Thursday November 26th, 2015 2:00AM

Gainesville PD, other agencies launching holiday safe driving campaign

By Staff
ATLANTGA - In recent years, Georgia has always used the holiday season to reinforce the state's zero tolerance policy for impaired driving. If you're over the limit, you're under arrest. It's that simple.

However, the end of 2012 has brought a new sense of urgency for Georgia besides battling the Christmas shopping crowds and making New Year's resolutions. That's because for the first time in six years, Georgia is on track to experience an increase in traffic fatalities. If fatalities maintain their current rate, the state will surpass last year's total of 1,226 deaths on our roadways.

That's why the Governor's Office of Highway Safety (GOHS) is adding a special message to its normal enforcement campaign this time of year and the Gainesville Police Department and other law enforcement agencies in the state are ready to do their part.

In addition to reminding Georgia motorists that if they don't drive sober, they'll get pulled over, GOHS has also launched Operation Safe Holidays to ask our drivers to be extra careful on Georgia roads so the state doesn't reach a 6-year milestone of traffic deaths.

"We always take this time of year to remind motorists that impaired driving is against the law 365 days a year in Georgia," said GOHS Director Harris Blackwood. "And while Operation Zero Tolerance is still effect, we also want to urge everyone to be extra careful as they hit the road this time of year. A great Christmas present for me would be seeing everyone get home safe and sound this holiday season."

And statistics show, the holiday season isn't just dangerous in Georgia. According to the National Highway Traffic Safety Administration (NHTSA), 2,597 people were killed in traffic crashes across the country in December 2010 and 775 of those were killed in crashes involving alcohol-impaired drivers.

While the loss of life is tragic enough, drunk driving can also create a tremendous financial burden. Statistics show that the average cost of a DUI can climb to nearly $10,000.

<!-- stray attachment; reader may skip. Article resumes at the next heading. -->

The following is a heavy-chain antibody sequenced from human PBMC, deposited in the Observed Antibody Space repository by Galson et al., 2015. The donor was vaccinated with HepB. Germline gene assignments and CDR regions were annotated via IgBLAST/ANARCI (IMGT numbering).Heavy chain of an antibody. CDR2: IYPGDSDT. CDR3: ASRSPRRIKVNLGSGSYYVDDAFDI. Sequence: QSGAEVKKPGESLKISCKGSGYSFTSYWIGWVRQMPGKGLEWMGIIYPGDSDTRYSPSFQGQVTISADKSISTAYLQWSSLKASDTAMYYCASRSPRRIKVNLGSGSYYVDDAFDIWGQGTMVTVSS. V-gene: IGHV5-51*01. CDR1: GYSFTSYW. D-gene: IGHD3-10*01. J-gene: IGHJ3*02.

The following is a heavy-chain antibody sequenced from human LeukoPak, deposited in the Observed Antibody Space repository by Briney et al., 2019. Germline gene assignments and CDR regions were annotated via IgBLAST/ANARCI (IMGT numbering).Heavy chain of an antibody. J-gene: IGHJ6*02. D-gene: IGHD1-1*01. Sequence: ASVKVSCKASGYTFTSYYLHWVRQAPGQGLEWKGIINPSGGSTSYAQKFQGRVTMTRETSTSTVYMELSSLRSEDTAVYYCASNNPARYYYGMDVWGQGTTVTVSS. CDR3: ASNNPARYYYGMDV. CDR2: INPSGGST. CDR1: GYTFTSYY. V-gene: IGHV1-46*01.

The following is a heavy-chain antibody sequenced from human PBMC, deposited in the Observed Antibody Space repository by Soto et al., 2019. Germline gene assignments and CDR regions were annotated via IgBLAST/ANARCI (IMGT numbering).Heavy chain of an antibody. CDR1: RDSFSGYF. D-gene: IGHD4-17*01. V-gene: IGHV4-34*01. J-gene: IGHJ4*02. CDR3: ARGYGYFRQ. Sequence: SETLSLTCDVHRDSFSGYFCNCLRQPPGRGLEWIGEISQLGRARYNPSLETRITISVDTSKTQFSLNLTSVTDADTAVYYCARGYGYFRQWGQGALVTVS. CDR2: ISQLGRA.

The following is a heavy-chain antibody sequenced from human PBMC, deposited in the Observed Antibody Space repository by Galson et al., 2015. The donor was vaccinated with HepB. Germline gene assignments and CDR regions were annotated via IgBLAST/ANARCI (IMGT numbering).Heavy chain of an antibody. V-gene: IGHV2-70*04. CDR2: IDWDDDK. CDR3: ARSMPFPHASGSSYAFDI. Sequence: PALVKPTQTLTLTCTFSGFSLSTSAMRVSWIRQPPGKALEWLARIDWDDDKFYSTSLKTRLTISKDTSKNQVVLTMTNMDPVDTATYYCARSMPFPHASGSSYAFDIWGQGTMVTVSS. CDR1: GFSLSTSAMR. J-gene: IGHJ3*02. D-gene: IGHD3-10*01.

"The fact is that DUIs s are a drain on the state's resources, the offender's resources and the resources of any potential victim," said Blackwood. "It's imperative that Georgia motorists don't continue their Christmas partying behind the wheel. Law enforcement all over the state will be cracking down on impaired drivers and they will not hesitate to send you to jail, even if it is Christmas."

Here are a few tips to get home safely if you plan to drink this holiday season:

 Plan a safe way home before the festivities begin
 Before drinking, designate a sober driver and leave your keys at home
 If you're impaired, use a taxi, call a sober friend or family member, or use public transportation

Georgia's annual holiday campaign of Operation Zero Tolerance begins on Friday and will last through New Year's Day. For more information on enforcement activities in your community, contact your local law enforcement agency. For more information on Operation Zero Tolerance, visit


Meanwhile, a federal study released Thursday shows Georgia ranks below the national average and Southeastern states in alcohol-related traffic fatalities for 2011.

The data from the National Highway Traffic Safety Administration (NHTSA) shows that from 2010 to 2011, the state experienced 24 fewer traffic deaths, which accounts for a 1.9 percent reduction; and 22 fewer alcohol-impaired driving deaths, which represents a 7.4% reduction. Georgia was shown to be 5 percent better than the national average of total reduction in alcohol-related fatalities.

"This data just further indicates that Georgia's aggressive enforcement of DUI law is working," Blackwood said. "But this good news doesn't mean we'll ease up on our state's impaired drivers. We have more work to do and we'll continue to crack down on DUI's 365 days a year."

Overall from 2010 to 2011, the nation experienced 632 fewer traffic fatalities, which represents a 1.9 percent reduction. There were also 258 fewer alcohol-related driving deaths, which represents a 2.5 percent reduction.
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